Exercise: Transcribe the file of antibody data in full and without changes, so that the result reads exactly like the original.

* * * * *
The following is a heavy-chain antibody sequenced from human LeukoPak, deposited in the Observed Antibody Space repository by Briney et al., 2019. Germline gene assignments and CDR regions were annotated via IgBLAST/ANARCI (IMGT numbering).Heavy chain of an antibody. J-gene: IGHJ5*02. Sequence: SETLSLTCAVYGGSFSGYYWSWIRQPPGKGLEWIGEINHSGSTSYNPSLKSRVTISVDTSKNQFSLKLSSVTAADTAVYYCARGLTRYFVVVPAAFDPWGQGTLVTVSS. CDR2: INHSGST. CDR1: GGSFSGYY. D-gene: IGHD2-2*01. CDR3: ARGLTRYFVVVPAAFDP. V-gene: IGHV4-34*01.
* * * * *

The following is a heavy-chain antibody sequenced from human LeukoPak, deposited in the Observed Antibody Space repository by Briney et al., 2019. Germline gene assignments and CDR regions were annotated via IgBLAST/ANARCI (IMGT numbering).Heavy chain of an antibody. J-gene: IGHJ5*02. Sequence: SETLSLTCAVYGGSFSGYYWSWIRQPPGKGLEWIGEINHSGSTSYNPSLKSRVTISVDTSKNQFSLKLSSVTAADTAVYYCARGLTRYFVVVPAAFDPWGQGTLVTVSS. CDR2: INHSGST. CDR1: GGSFSGYY. D-gene: IGHD2-2*01. CDR3: ARGLTRYFVVVPAAFDP. V-gene: IGHV4-34*01.